This exercise has been far more challenging that I thought possible.  I spent two days sifting through family photographs from both my side of the family and my husband’s. At first I thought of creating a family tree of the men in our family: my father, father-in-law, husband and two sons and I played around with some options for this. But this would be quite a big project, so I’ll shelve that for a later date. It will definitely be interesting to expand that idea.

I finally decided today to create an archive of my father. My father is going on for 91 and not in the best of health, so in a way, this is a tribute to him. It is an archive about the passing of time. I have used the photographs in their original state and not convert the two colour photos to monochrome. Ulrich Baer (2008, p. 54), in his essay, ‘Deep in the Archive’ poses the question in his opening statement “What belongs in an archive?” An historian would probably provide a very concise answer to this question. “Everything that someone does not wish to forget and everything that someone believes will hold the key to the future”, states Baer (2008, p. 54). We should bear in mind that whatever we place in an archive, be it photographs, letters, or documents, can take on a new life retroactively.

Archives bestow legitimacy and preserve certain forms of knowledge. The also transmit culturally and historically specific modes of remembrance, and they produce knowledge in their own right by rendering permanent things that fit within available and accepted modes of storage, capacity for iteration, and retrieval.

Baer (2008)

My father was born in South Africa in 1925. His mother, Lourenza, was a dedicated school teacher and taught primary school until she was about 75 years old. I have a particular fond memory of her using various teaching aids that she had created to teach my tables. I believe my grandfather, Lambertus Petrus worked in insurance. My father is the oldest of three children, all with a gap of seven years between each sibling. Both my uncles passed away in their early sixties. My father and his brothers all attended Grey College, which is the third oldest school in South Africa and can boast of many international rugby and cricketers amongst its alumni.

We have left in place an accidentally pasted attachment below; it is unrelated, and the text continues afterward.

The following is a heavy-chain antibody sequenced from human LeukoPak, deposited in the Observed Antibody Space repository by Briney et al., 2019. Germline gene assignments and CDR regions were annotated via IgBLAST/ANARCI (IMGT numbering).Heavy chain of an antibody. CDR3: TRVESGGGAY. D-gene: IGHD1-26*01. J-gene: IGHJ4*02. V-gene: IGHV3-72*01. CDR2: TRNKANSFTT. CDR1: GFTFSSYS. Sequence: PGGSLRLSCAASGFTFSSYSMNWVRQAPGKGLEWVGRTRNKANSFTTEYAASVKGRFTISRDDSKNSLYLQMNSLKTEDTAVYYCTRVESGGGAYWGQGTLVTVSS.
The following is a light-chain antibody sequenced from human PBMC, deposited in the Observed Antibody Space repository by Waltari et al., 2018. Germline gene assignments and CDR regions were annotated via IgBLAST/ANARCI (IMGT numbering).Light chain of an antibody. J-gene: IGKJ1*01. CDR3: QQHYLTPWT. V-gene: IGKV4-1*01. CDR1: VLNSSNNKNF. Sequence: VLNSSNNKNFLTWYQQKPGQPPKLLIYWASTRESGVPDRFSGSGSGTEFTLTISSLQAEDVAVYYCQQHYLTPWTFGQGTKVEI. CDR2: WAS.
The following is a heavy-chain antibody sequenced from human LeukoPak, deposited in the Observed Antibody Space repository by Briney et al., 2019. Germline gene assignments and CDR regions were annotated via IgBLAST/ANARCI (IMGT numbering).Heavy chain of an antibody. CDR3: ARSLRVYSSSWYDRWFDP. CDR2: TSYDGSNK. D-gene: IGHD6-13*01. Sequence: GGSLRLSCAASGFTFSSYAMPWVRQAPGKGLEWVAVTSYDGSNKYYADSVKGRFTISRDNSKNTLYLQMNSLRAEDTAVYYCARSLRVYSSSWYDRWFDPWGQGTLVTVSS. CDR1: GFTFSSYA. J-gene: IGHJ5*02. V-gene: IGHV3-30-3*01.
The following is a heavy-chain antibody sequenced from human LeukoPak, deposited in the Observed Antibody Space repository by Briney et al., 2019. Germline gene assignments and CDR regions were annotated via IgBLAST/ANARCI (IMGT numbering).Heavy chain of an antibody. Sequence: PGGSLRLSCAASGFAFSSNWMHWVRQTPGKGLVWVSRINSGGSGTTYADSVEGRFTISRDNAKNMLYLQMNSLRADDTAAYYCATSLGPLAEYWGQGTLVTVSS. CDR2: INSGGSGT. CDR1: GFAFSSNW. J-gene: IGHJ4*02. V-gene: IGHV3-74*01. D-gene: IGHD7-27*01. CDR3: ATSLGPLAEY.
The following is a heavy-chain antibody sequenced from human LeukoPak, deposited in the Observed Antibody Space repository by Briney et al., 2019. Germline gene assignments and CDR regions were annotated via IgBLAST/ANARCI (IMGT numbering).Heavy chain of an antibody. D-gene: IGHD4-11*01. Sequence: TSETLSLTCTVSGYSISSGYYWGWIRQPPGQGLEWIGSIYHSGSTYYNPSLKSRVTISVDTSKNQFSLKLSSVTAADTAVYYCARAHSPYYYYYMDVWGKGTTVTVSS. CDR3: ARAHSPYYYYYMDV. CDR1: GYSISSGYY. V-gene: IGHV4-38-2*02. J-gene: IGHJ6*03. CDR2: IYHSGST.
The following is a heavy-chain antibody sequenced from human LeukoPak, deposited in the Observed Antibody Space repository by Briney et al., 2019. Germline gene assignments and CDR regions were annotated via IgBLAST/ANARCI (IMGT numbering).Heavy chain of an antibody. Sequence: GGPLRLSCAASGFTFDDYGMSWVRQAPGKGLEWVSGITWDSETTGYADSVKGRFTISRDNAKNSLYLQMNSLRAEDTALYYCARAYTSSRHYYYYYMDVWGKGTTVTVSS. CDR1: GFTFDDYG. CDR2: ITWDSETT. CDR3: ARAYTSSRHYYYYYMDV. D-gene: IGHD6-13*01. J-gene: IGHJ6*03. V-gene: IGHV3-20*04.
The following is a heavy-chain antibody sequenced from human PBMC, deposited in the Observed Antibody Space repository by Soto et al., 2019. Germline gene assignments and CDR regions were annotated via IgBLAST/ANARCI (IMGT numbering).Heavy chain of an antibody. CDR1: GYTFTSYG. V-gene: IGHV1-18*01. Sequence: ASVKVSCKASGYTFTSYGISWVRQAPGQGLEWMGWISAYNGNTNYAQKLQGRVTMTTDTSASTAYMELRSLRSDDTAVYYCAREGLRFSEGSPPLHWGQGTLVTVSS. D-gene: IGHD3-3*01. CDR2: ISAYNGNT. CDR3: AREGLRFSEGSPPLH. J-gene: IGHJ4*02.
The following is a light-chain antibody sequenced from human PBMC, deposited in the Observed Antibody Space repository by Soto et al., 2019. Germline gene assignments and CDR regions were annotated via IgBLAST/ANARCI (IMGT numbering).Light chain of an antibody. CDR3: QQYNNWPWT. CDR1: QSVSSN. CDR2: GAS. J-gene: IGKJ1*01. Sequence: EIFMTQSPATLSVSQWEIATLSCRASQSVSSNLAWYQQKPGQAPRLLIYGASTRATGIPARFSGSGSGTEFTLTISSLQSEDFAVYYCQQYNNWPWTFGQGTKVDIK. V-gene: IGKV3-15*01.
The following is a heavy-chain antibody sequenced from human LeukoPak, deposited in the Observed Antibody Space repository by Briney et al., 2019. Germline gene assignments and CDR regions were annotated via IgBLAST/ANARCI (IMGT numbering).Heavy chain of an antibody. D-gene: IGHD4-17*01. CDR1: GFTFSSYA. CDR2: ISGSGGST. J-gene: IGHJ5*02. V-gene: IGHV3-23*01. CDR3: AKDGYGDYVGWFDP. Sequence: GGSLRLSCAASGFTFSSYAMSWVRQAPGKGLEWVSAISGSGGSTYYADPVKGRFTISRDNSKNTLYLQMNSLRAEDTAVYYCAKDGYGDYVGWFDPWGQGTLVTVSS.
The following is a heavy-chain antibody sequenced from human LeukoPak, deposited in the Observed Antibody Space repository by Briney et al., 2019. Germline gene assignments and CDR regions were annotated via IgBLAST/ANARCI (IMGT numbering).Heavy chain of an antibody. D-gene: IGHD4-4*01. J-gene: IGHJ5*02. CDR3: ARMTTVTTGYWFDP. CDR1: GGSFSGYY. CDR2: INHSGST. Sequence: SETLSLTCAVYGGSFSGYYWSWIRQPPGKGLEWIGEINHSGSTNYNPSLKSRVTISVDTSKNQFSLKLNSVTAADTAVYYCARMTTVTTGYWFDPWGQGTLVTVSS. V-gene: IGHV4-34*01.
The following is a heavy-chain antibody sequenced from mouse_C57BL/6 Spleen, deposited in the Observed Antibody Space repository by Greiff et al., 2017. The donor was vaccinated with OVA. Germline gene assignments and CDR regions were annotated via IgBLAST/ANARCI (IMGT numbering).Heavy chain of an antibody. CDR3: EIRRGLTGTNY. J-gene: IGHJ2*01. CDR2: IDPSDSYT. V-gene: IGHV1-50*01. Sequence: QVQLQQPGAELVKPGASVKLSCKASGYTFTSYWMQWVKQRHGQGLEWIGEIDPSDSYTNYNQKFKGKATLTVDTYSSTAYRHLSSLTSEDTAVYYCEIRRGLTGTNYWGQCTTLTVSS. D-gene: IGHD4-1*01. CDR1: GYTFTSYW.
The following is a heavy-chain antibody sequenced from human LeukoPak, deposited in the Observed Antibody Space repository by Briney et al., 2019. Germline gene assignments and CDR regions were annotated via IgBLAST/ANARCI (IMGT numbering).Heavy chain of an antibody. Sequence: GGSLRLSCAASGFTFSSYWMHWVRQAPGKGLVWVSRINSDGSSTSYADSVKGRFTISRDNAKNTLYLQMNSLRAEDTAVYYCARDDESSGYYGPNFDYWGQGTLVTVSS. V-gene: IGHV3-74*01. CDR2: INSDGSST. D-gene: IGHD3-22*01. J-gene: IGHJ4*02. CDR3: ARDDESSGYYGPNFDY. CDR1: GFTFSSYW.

My father dreamt of becoming a medical doctor and went to the University of Stellenbosch to study.  However, money was very tight during the war years and he had to leave university after only one year. He then joined the Royal Dutch Shell company in South Africa, where he remained for the rest of his working life, starting out in the mailroom and ending his successful career there as Marketing Director.

The photos I have put together for this archive represent my father from the age of three through to the age of eighty-five. The first image of my father standing on a chair, aged three, is a photo that was sent to his aunt. I have no idea what the origin of the strange outfit is that he is wearing – there might be a backstory to that, I will probably never know. The following image is a group family photo featuring my father, his brothers, mother and father, taken one year after the birth of my father’s youngest brother. The third photo in the first gallery is my father proudly showing off his new born daughter (me). In the second gallery, the first photo is another group family photo (same subjects as in the second photo in the first gallery), with the inclusion of me, the first grandchild. The image in the middle of the second gallery features four generations of the Zaayman clan/descendants: my grandmother, father, step-mother, myself and my children. The final image is of my father sitting in his wheelchair in his garden gazing pensively out at the mountains in the distance.

Stood alone, these photographs are all just happy snaps and not very good quality ones at that either, but combined into a sequence they take on more depth, more context.  All but one bear the marks and wear and tear of time past. One overlooks the imperfections and pays attention to the narrative running through the series. Its a story of family, a sense of belonging, heritage and identity.  We can see the various identities that my father assumed at the stages in his life: young toddler, teenage schoolboy, new father, family man, retiree and finally an octogenarian. This archive represents life to me. The passage of time where new lives come into being, growth and the inevitable passing away of loved ones – the cycle of life – my dad’s life.

Finally Baer (2008) reminds us that “the question of what enters an archive is never as important as what will find its way back out into the light.”

Reference List

Baer, Ulrich (2008). ‘Deep in the Archive’ In: Aperture 193, Winter 2008, p. 54-58 [Online]. Available at:!/54 (Accessed 2 June, 2016)